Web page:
March 6, 2021

5 leadership lessons from the FIFA scandal

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FIFA

FIFA

By Alexandra Wrage From Corporate Counsel

With so many compliance lessons to be learned from the Fédération Internationale de Football Association (FIFA) imbroglio, it’s difficult to know where to start. It’s even more difficult to avoid collapsing into caricature when you consider the $26,000 goody bag watches that weren’t declared by most executives because their value was deemed “trivial”, or the luxury Manhattan condo rented solely for unruly cats.

Amidst the amusing anecdotes, there’s a very real collapse of leadership, especially with respect to creating a culture of compliance.

Mission: Despite having over $1 billion in reserves, FIFA is nevertheless a not-for-profit organization. Its mission, reflected in its slogan, is “For the Game, For the World”. FIFA was founded to regulate and promote world soccer. How have they done? FIFA became enormously profitable under President Sepp Blatter, the discredited 80-year old president who was replaced by Gianni Infantino on Feb. 26. If profits were the only marker, FIFA could be declared a success. But on Blatter’s watch, the reputation of the world’s most popular game reached an almost unimaginable low, with people disfiguring its pristine Zurich headquarters with graffiti and executives booed boisterously as they presented trophies after major matches.

Accountability: FIFA established the Independent Governance Committee (ICG), of which I was a member, to make recommendations for improved governance. It became clear very quickly, however, that Blatter wanted only limited, cosmetic changes. He rejected the idea of independent members on the executive committee—its equivalent of a board of directors—saying that FIFA likes to keep things in the “football family.” Blatter didn’t want to be held accountable and didn’t hold others accountable. As scandal after scandal crashed over his head, Blatter made it clear that he “can’t monitor everyone…”

Transparency: As a nonprofit, greater insight into the books, including salaries, benefits and potential conflicts of interest, seemed like a quick and uncontroversial improvement, but this was also blocked. Blatter and his longstanding stalwart (and Infantino’s mentor), Michele Platini, have been suspended from the soccer community for eight years, later reduced to six, after a finding that a secret, verbal agreement for Blatter to pay Platini $2 million was deemed a “disloyal payment”.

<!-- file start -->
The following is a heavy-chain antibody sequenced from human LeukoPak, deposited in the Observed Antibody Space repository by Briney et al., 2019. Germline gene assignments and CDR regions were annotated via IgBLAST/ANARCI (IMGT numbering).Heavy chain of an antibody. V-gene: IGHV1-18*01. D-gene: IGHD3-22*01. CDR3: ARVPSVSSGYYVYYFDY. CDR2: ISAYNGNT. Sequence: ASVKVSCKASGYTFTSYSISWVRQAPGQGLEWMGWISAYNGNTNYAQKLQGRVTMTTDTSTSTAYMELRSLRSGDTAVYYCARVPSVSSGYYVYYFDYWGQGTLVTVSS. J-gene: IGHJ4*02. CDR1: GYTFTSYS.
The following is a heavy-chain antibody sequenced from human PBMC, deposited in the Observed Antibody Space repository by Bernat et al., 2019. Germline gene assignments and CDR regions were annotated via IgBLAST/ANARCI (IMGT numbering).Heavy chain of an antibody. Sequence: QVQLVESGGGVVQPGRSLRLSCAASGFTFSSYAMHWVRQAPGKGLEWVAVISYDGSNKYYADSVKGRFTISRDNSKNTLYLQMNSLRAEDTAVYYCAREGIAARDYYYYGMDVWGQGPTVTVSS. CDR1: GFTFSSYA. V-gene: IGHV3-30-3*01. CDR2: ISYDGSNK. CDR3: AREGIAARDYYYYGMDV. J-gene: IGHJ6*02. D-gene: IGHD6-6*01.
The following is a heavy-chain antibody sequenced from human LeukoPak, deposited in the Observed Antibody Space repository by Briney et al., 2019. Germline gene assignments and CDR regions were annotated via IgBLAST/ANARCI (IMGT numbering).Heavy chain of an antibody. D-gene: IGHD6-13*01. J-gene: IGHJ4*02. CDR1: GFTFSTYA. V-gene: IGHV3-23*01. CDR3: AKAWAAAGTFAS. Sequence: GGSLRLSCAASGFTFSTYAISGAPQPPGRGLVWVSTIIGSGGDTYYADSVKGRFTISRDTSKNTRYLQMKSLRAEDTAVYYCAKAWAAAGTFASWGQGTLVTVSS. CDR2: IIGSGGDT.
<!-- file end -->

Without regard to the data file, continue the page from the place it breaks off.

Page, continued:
Equality: While FIFA is now chipping away at its men’s club image by carving out slots for women in leadership roles, this is a very new development. Just a few years ago, as a member of the IGC, I was admonished to stop putting women forward for one key position because “a woman would not be acceptable.” Not surprisingly in an organization that devalues half of its community—FIFA represents women’s soccer as well as men’s—FIFA also has an appalling record for failing to protect other constituencies. When African players were jeered at with racial epithets and had items thrown at them from the stands, Blatter said “there is no racism”. “The one who is effected … should say ‘this is a game.’ At the end of the game, we shake hands.” The 2022 World Cup has been awarded, controversially, to Qatar, where women are legally disadvantaged and homosexuality is a crime. Both communities deserve better, but both are at an advantage compared to the kafala workers, (many of whom fit the definition of slave laborers), who are dying by the hundreds in Qatari heat as they build the infrastructure for the World Cup there.

Tone at the : One story captures FIFA’s leadership ethos better than any other. In the months leading up to the 2016 Brazil World Cup, there was growing anger amongst Brazilians who saw FIFA profiting from preferential tax treatment, while neighborhoods in Brazil were razed to make room for World Cup facilities. At the peak of these protests, as thousands of people took to the streets, FIFA held a press conference in order to announce that they had the official champagne of the World Cup: Taittinger. Marie Antoinette may have shown more sensitivity.

Alexandra Wrage is the president of TRACE, an antibribery business organization offering practical tools and services to multinational companies, including TRACEsort, a robust but simple online risk-assessment tool for third-party intermediaries.

IMAGE: Flightlevel80 / iStock.com

For more on this story go to: http://www.corpcounsel.com/id=1202750989888/5-Leadership-Lessons-from-the-FIFA-Scandal#ixzz41fmMwAAJ

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